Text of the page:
This summer, the Museum of Contemporary Art Chicago
presents Skyscraper: Art and Architecture Against Gravity, a selection of contemporary artworks that consider the form, technology, myth, and message of the modern skyscraper. The MCA brings this iconic building structure to life in Chicago, a city that is widely known as the birthplace of this architectural type. Over fifty international artists working in the 20th and 21st centuries are featured with works ranging from film and video to painting, sculpture, and photography. Skyscraper is on view from June 30 to September 23, 2012, and is curated by Michael Darling, MCA James W. Alsdorf Chief Curator, and Joanna Szupinska, MCA Marjorie Susman Curatorial Fellow.
Artists and architects, along with writers, filmmakers, and poets, have an enduring fascination with the human and spiritual desire to build farther into the skies, pushing technological limits. The Skyscraper exhibition is organized in sections that consider themes inspired by the skyscraper including: Verticality, Personification of Architecture, Urban Critique, Improvisation, and Vulnerability of Icons - which has a particular focus on the World Trade Center. The centerpiece of the exhibition is a gravity-defying new installation commissioned and built specially for the MCA's four-story atrium space by renowned Polish artist Monika Sosnowska. Her work, The Fire Escape is a steel structure in the form of a crumbling fire escape that hangs from the atrium ceiling.
In addition to the five thematic sections, the show features solo presentations of work by several artists. Among these is Andy Warhol's iconic 1964 film Empire -- a continuous, static shot of the Empire State Building - and the multi-screen video projection High Wire by Catherine Yass depicting the terrifying attempt of high wire artist Didier Pasquette to walk among three of Glasgow's Red Road high rise tower blocks. Kader Attia's Untitled (skyline) is a spectacular arrangement of refrigerators clad in mirrored tiles that emulate the skyline of a dazzling metropolis, with a video by Turkish artist Fikret Atay projected over it. Additionally, presentations of work by Hans-Peter Feldmann, Cyprien Gaillard, and Jan Tichy are featured in the exhibition along with the Monika Sosnowska's lobby project.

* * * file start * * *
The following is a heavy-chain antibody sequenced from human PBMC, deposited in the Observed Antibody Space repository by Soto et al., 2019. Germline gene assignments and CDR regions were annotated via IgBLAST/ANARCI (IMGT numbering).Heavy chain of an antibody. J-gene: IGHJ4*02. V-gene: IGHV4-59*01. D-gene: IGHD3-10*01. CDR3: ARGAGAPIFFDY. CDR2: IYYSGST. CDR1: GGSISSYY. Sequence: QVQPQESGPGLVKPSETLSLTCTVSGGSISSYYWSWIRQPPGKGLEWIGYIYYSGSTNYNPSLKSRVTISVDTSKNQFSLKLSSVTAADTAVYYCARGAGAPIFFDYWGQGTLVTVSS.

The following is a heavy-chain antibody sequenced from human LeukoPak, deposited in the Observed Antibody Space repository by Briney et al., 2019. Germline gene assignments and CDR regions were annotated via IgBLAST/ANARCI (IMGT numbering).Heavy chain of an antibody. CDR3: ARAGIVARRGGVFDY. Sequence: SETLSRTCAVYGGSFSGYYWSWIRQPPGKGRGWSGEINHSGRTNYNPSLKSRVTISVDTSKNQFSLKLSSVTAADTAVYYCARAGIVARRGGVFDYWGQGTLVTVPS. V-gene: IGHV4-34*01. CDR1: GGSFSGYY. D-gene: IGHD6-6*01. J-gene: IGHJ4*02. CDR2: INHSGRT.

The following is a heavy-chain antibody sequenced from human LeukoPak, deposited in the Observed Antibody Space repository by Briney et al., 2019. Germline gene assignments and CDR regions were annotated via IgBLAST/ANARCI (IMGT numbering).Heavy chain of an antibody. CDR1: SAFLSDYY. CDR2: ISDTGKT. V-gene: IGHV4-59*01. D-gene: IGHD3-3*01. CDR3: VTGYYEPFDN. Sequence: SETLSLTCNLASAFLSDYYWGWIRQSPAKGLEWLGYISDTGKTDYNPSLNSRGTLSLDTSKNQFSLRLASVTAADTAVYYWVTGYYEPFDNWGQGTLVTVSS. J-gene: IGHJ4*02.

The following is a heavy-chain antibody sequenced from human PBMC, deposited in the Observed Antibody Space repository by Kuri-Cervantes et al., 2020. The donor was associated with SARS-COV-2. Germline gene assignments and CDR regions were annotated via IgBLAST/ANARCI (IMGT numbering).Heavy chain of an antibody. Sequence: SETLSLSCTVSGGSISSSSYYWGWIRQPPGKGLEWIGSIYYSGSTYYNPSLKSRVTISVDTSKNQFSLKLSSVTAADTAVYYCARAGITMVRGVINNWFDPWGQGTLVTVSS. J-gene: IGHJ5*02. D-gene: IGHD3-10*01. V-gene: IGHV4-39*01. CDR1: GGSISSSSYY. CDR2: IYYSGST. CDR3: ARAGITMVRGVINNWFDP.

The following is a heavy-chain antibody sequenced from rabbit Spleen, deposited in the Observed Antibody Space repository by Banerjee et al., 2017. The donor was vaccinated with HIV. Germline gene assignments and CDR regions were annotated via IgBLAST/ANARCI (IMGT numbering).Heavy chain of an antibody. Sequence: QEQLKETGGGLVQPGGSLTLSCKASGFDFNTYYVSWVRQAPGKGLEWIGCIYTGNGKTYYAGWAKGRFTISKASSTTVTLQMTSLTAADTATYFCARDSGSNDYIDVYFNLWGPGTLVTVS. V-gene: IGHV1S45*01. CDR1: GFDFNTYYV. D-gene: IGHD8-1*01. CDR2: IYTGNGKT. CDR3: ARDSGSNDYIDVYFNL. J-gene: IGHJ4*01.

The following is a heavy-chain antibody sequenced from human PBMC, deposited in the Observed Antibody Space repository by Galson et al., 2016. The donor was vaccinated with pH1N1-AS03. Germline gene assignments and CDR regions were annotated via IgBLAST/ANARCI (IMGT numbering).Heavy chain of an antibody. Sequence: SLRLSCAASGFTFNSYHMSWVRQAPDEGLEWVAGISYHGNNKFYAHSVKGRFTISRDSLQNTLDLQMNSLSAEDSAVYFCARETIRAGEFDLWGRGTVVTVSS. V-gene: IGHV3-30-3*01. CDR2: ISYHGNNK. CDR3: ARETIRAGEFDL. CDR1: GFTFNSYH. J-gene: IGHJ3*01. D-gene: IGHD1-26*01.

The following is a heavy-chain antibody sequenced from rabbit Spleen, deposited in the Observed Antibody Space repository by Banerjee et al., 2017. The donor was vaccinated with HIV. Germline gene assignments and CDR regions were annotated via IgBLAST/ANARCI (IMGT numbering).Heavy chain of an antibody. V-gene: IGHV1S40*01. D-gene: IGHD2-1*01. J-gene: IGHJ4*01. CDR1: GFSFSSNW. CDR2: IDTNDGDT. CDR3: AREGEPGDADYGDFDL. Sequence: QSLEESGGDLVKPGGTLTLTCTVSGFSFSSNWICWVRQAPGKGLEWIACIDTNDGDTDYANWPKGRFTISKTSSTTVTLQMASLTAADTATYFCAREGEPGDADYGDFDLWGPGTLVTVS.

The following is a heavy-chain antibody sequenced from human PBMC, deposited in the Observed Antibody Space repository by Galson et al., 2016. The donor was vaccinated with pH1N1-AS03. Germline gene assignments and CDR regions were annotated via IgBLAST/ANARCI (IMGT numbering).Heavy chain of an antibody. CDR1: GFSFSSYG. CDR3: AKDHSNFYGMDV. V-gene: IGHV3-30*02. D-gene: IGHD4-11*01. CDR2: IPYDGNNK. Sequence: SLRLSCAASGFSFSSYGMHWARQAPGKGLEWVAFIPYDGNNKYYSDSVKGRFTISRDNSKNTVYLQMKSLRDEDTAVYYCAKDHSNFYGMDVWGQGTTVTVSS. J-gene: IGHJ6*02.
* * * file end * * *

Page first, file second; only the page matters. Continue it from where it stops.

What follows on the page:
The works in the Verticality section reflect the optimism of the modern skyscraper and iconic buildings, such as Marina Towers and the Chrysler Building. Artist Erica Bohm addresses the skyscraper as an icon of capitalist power, while the work of Roe Ethridge conveys the comfort of looking out from the window of a skyscraper. Featured artists are Jennifer Bolande, Erica Bohm, Chris Burden, Roe Ethridge, Josiah McElheny, Enoc Perez, Tony Tasset, and Peter Wegner.
Personification of Architecture
The works in this section straddle the human and the architectural, from Vito Acconci's High Rise where the visitor's action can raise the phallic-like structure of the high rise, to Abelardo Morell's work using a camera obscura to project an image of the Empire State Building on a bed.
Featured artists include: Vito Acconci, Francis Alÿs, Roger Brown, Abelardo Morell, Eliza Myrie, Claes Oldenburg, Jean-Pierre Raynaud, Madelon Vriesendrop, and H.C. Westermann.
These works look at modern architecture with a critical eye to temper the utopianism of the cult of the skyscraper with its dystopian brother. Works by artists such as Shizuka Yokomizo and Michael Wolf show how the complex promise of modern housing is negated for the inhabitant by feelings of alienation, melancholia, and a loss of the distinction between public life and privacy.
Featured artists are Ziad Antar, Jeff Carter, gelitin, Jakob Kolding, Michael Wolf, and Shizuka Yokomizo.
Improvisation offers a fun look at the ways that modernist architecture is humanized by the people who inhabit it, from Yin Xiuzhen's soft cityscapes made of fabric that dramatically unfold from suitcases, to Marie Bovo's photographs that give a sense of falling into interior courtyards in housing blocks.
Featured artists include Wilfrid Almendra, Marie Bovo, Bodys Isek Kingelez, Kori Newkirk, Gabriel Orozco, Wesley Willis, H.C. Westermann, and Yin Xiuzhen.
Vulnerability of Icons
This section presents artworks that consider our changing relationship to iconic structures of power, post-9/11. This is the first time that Robert Moskowitz's minimal paintings of the World Trade Center's twin towers have been shown since 9/11, while Hans-Peter Feldmann's installation Frontpage 9/12 displays the front page of 151 newspapers from September 12, 2001.
Featured artists include Hans-Peter Feldmann, Jonathan Horowitz, Vera Lutter, Robert Moskowitz, Ahmet Öğüt, and Thomas Ruff.